Many green leafy vegetables, such as lettuce or spinach, can be eaten raw, for example in sandwiches or salads. A green smoothie enables large quantities of raw leafy greens to be consumed by blending the leaves with fruit and water. In certain countries of Africa, various species of nutritious amaranth are widely eaten boiled. Celosia argentea var. argentea or "Lagos spinach" is one of the main boiled greens in West African cuisine. In Greek cuisine, khorta are a common side dish, eaten hot or cold and seasoned with olive oil and lemon. At least 80 different kinds of greens are used, depending on the area and season, including black mustard, wild sorrel, fennel, kale, black nightshade, lamb's quarters, wild leeks, hoary mustard, smooth sow thistle and the fresh leaves of the caper plant. Preboggion, a mixture of different wild boiled greens, is used in Ligurian cuisine to stuff ravioli and pansoti. One of the main ingredients of preboggion are borage leaves. Preboggion is sometimes added to minestrone soup and frittata.
In the cuisine of the Southern United States and traditional African-American cuisine, collard, garden cress, dandelion and pokeweed greens are cooked, served with pieces of ham or bacon. The boiling water, called potlikker, is used as broth. Water in which pokeweed has been prepared contains toxins removed by the boiling, should be discarded. List of leaf vegetables Leaf protein concentrate Mesclun
Chinese cuisine is an important part of Chinese culture, which includes cuisine originating from the diverse regions of China, as well as from Chinese people in other parts of the world. Because of the Chinese diaspora and historical power of the country, Chinese cuisine has influenced many other cuisines in Asia, with modifications made to cater to local palates. Chinese food staples such as rice, soy sauce, noodles and tofu, utensils such as chopsticks and the wok, can now be found worldwide; the preference for seasoning and cooking techniques of Chinese provinces depend on differences in historical background and ethnic groups. Geographic features including mountains, rivers and deserts have a strong effect on the local available ingredients, considering that the climate of China varies from tropical in the south to subarctic in the northeast. Imperial and noble preference plays a role in the change of Chinese cuisines; because of imperial expansion and trading and cooking techniques from other cultures are integrated into Chinese cuisines over time.
The most praised "Four Major Cuisines" are Chuan, Lu, Yue and Huaiyang, representing West, North and East China cuisine correspondingly. The modern "Eight Cuisines" of China are Anhui, Fujian, Jiangsu, Shandong and Zhejiang cuisines. Color and taste are the three traditional aspects used to describe Chinese food, as well as the meaning and nutrition of the food. Cooking should be appraised with respect to the ingredients used, cooking time and seasoning. Chinese society valued gastronomy, developed an extensive study of the subject based on its traditional medical beliefs. Chinese culture centered around the North China Plain; the first domesticated crops seem to have been the foxtail and broomcorn varieties of millet, while rice was cultivated in the south. By 2000 BC, wheat had arrived from western Asia; these grains were served as warm noodle soups instead of baked into bread as in Europe. Nobles hunted various wild game and consumed mutton and dog as these animals were domesticated. Grain was stored against famine and flood and meat was preserved with salt, vinegar and fermenting.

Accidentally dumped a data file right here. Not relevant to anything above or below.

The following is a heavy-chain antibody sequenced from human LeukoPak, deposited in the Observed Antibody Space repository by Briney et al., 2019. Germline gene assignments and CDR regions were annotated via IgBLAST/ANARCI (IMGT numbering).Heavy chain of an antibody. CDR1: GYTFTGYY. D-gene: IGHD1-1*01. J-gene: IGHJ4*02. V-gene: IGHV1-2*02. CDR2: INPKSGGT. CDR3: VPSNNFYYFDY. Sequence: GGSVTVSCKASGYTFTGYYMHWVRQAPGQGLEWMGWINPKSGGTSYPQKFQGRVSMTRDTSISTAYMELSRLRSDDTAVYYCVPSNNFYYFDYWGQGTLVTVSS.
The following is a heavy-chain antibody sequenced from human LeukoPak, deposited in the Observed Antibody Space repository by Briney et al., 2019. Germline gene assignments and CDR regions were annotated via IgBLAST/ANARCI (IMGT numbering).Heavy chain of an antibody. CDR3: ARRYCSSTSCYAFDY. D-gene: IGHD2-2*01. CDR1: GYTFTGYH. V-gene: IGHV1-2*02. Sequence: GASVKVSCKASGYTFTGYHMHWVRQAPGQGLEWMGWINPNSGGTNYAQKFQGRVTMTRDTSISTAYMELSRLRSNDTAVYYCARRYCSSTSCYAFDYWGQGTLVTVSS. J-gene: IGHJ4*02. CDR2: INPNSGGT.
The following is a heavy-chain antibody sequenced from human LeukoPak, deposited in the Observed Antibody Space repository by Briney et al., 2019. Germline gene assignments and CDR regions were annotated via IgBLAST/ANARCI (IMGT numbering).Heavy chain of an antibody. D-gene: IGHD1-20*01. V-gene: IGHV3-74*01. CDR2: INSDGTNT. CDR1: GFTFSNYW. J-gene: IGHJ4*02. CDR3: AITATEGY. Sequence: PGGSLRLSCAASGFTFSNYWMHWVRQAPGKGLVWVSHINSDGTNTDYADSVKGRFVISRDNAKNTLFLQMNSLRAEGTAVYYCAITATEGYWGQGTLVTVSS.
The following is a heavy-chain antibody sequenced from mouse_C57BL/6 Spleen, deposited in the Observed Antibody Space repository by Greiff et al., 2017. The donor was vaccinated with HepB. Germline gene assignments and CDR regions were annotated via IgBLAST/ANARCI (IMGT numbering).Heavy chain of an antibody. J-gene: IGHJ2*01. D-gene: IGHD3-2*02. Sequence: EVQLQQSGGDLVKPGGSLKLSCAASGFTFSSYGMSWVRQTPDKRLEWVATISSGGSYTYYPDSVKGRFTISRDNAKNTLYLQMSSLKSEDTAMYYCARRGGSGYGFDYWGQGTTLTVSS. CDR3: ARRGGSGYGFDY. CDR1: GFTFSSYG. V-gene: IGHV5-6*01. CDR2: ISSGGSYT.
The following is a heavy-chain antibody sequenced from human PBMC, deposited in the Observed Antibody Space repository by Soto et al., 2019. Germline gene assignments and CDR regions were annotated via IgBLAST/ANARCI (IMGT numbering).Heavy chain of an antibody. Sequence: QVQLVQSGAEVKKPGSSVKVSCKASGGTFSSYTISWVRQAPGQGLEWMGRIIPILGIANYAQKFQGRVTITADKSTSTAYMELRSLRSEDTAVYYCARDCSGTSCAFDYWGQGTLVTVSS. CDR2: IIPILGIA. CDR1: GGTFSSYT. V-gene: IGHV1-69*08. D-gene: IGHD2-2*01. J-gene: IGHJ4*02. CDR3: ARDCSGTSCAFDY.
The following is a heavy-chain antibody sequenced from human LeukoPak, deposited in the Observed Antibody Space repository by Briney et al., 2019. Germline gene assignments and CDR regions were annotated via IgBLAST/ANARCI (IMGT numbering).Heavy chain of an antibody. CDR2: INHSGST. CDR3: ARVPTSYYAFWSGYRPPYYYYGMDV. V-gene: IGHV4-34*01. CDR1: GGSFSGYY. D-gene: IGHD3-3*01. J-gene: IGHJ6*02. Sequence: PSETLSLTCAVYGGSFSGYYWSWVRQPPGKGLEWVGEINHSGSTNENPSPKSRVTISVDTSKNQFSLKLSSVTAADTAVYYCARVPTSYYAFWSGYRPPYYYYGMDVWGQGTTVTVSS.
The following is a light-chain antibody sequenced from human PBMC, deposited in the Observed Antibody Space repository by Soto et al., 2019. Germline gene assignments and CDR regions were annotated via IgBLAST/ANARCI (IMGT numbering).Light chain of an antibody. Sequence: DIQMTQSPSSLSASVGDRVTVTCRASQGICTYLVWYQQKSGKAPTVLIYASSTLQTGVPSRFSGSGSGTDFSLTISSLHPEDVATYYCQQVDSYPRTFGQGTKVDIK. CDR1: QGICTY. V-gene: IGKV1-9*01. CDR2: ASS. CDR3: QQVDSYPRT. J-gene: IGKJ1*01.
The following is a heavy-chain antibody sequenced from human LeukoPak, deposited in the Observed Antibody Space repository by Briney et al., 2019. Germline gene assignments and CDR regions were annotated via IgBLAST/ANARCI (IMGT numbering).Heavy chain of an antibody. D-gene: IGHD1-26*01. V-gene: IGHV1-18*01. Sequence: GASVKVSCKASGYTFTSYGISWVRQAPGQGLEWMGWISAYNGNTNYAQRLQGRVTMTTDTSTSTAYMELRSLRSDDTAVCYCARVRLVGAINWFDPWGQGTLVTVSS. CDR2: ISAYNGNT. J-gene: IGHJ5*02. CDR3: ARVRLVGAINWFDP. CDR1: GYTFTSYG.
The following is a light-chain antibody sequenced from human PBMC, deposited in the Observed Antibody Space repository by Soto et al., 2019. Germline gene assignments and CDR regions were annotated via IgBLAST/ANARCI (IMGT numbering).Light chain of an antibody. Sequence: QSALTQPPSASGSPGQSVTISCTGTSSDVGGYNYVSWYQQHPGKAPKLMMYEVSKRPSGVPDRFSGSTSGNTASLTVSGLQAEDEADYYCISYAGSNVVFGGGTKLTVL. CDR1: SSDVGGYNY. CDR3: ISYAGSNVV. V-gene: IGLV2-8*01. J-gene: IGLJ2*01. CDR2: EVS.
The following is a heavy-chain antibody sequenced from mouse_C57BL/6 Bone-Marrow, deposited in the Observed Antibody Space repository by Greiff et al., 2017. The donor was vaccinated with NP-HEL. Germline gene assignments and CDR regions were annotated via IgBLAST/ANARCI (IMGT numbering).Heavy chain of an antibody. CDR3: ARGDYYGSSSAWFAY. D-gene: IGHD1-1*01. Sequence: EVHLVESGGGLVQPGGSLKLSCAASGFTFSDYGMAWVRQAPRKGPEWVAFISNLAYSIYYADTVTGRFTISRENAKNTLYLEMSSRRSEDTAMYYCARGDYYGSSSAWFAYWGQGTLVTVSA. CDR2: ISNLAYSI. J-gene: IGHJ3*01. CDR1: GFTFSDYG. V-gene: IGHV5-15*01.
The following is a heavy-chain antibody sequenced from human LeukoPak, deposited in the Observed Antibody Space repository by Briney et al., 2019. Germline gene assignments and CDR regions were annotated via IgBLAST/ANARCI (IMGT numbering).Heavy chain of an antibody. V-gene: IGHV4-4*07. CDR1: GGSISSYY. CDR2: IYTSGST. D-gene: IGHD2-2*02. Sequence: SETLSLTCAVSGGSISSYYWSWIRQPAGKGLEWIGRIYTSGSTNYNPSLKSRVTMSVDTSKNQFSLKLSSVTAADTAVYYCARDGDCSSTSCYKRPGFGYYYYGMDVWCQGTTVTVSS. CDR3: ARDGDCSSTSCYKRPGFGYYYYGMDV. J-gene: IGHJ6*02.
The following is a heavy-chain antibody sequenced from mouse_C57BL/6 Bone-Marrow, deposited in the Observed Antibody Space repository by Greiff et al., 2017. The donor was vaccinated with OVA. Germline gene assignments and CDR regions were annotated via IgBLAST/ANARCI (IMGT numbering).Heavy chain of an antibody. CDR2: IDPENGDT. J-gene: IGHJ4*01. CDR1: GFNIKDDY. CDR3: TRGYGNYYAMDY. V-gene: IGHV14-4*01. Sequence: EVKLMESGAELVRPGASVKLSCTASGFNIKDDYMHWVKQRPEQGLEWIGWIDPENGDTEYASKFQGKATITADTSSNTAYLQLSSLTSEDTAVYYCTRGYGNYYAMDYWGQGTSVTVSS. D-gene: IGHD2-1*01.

The flavor of the meat was enhanced by cooking it in animal fats though this practice was restricted to the wealthy. By the time of Confucius in the late Zhou, gastronomy had become a high art. Confucius discussed the principles of dining: "The rice would never be too white, the meat would never be too finely cut... When it was not cooked right, man would not eat; when it was cooked bad, man would not eat. When the meat was not cut properly, man would not eat; when the food was not prepared with the right sauce, man would not eat. Although there are plenty of meats, they should not be cooked more than staple food. There is no limit for alcohol, before a man gets drunk." During Shi Huangdi's Qin dynasty, the empire expanded into the south. By the time of the Han dynasty, the different regions and cuisines of China's people were linked by major canals and leading to a greater complexity in the different regional cuisines. Not only is food seen as giving "qi", but food is about maintaining yin and yang.
The philosophy behind it was rooted in the I Ching and Chinese traditional medicine: food was judged for color, aroma and texture and a good meal was expected to balance the Four Natures and the Five Tastes. Salt was used as a preservative from early times, but in cooking was added in the form of soy sauce, not at the table; the predominance of chopsticks and spoons as eating utensils necessitated that most food be prepared in bite-sized pieces or be so tender that it could be picked apart. By the Later Han period, writers complained of lazy aristocrats who did nothing but sit around all day eating smoked meats and roasts. During the Han dynasty, the Chinese developed methods of food preservation for military rations during campaigns such as drying meat into jerky and cooking and drying grain. Chinese legends claim that the roasted, flat bread shaobing was brought back from the Xiyu by the Han dynasty General Ban Chao, that it was known as hubing; the shaobing is believed to be descended from the hubing.